A colorful mandala made of trash on a Mexico beach… a testimony to salmon endangered by dams, constructed of rusty wire and feathers and overlooking the Columbia River… “Zero Circles,” big O’s formed of natural materials to plead for reducing the number of clear-cut old-growth forests to zero. These are some of the many spiritual-artistic-ecological works that Daniel Dancer has created over the years. A gifted writer as well as an artist, he details the stories behind some of these projects in his book Desperate Prayers. For several years, his primary project has been Art for the Sky, projects he does worldwide with school children and other groups. With their own bodies as the medium, participants form iconic images special to their bioregion—pictures that only make sense when seen from high above.
Recently, Dancer installed a new project on Aspen Mountain in Colorado. Phone of the Winds is a telephone attached to a tree and, as he notes on a sign accompanying the work, “This is a phone connected to Nowhere. It is a portal where you can speak privately to anyone, alive or deceased.”
He was inspired by a similar project in Otsuchi, Japan, which Itaru Sasaki built in a hilltop garden above the sea so that he might communicate with a cousin who had died. The phone grew in importance after the devastating tsunami of 2011 that took more than 20,000 lives. People began seeking out the wind phone to as a way to connect with lost family members, many of whom had disappeared in the wave without a trace.
Phone Of The Winds CU
Daniel has included suggestions for how to use his remote, off-the-grid phone: “Lift the receiver, dial whatever number you wish, and turn a listening ear towards the thrumming mystery of connection. It could be final words spoken to a lost loved one, parting thoughts to an ex, a secret that refuses to be contained, or a simple shot of frustration or gratitude that would otherwise be held in.”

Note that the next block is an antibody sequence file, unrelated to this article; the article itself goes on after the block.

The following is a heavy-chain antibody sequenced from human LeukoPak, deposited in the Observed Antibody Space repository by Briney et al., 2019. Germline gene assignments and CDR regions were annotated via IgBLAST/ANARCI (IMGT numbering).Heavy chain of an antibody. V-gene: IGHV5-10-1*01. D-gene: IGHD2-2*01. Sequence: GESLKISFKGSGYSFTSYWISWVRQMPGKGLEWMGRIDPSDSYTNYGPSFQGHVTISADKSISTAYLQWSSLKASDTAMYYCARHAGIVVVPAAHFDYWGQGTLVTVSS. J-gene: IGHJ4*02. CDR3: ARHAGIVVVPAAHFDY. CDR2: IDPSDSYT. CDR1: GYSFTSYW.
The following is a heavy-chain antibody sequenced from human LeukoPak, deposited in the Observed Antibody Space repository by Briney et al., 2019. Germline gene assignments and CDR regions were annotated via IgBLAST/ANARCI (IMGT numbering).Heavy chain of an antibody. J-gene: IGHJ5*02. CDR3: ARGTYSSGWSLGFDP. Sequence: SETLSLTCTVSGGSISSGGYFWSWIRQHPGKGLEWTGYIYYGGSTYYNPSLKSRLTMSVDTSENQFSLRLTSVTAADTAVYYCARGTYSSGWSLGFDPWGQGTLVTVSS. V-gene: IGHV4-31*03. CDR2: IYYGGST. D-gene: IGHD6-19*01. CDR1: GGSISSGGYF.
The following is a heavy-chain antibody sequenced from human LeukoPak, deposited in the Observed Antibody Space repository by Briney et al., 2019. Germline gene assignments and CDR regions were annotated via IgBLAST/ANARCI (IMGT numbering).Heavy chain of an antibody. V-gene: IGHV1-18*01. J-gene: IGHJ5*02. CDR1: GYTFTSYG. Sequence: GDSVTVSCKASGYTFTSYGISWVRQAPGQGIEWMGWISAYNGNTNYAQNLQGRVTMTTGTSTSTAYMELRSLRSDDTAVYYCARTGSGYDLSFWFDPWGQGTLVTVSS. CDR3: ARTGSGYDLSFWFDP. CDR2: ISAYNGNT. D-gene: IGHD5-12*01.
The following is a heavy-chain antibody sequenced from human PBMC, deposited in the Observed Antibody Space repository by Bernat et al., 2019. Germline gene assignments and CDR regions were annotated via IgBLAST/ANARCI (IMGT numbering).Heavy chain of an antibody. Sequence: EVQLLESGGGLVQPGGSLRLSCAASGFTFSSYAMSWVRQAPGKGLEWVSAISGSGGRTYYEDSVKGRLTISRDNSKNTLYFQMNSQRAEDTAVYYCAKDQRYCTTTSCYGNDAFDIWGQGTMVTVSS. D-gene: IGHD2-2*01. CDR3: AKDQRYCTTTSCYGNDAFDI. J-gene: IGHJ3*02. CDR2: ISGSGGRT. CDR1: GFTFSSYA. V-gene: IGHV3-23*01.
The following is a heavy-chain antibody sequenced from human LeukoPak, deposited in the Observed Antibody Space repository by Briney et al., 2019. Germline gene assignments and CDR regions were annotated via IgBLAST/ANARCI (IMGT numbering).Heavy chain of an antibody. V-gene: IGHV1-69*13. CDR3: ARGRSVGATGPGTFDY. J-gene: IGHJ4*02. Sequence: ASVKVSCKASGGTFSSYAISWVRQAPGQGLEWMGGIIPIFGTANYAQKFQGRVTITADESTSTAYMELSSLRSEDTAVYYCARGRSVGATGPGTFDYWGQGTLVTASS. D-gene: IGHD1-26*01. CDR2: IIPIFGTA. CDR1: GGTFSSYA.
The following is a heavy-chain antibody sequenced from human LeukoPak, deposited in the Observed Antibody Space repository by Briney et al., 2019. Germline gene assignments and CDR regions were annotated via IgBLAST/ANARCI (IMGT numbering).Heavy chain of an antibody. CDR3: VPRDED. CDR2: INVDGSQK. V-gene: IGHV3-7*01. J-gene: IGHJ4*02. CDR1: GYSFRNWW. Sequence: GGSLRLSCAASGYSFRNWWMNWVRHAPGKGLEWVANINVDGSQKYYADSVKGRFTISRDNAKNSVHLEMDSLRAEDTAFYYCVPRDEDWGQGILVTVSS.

This phone is a tool for speaking words that can be spoken in no other way. Even if no human soul hears them, the trees and the wind do.

Trebbe Johnson
Trebbe JohnsonFounder
Trebbe is the author of The World Is a Waiting Lover and 101 Ways to Make Guerrilla Beauty. Her new book, Radical Joy for Hard Times: Finding Meaning and Making Beauty, will be published in Fall 2018 by North Atlantic Books. Her articles about people’s emotional and spiritual relationship with nature have appeared in Orion, Sierra, Ecopsychology, The Ecologist, The Nation, Harper’s and other magazines. She lives with her husband, Andrew Gardner, in rural northeastern Pennsylvania, a region currently under exploitation by natural gas companies.

Image Credit:

  • Phone Of The Winds CU: Daniel Dancer

MORE RADICAL JOY REVEALED

  • Merlin 186735474 80396bb6 34d0 4f2e 940b 85fba2bbff9a SuperJumbo

A New Coat for a Venerable Tree

A beautiful 140-year-old hemlock at the artist Frederic Church’s estate and museum, Olana, in Hudson, New York, died a few months ago of natural causes. Jean Shin, a sculptor who specializes in using cast-off objects [...]

  • Overland Park

The Beauty of Wounded Places

When we say a place is wounded, we mean it can no longer do what it once did. It is disabled. It’s a force of life that has fallen on hard times and is struggling [...]

More Revealed

SUBSCRIBE

JOIN OUR NEWSLETTER

Radical Joy Revealed is a weekly message of inspiration about finding and making beauty in wounded places.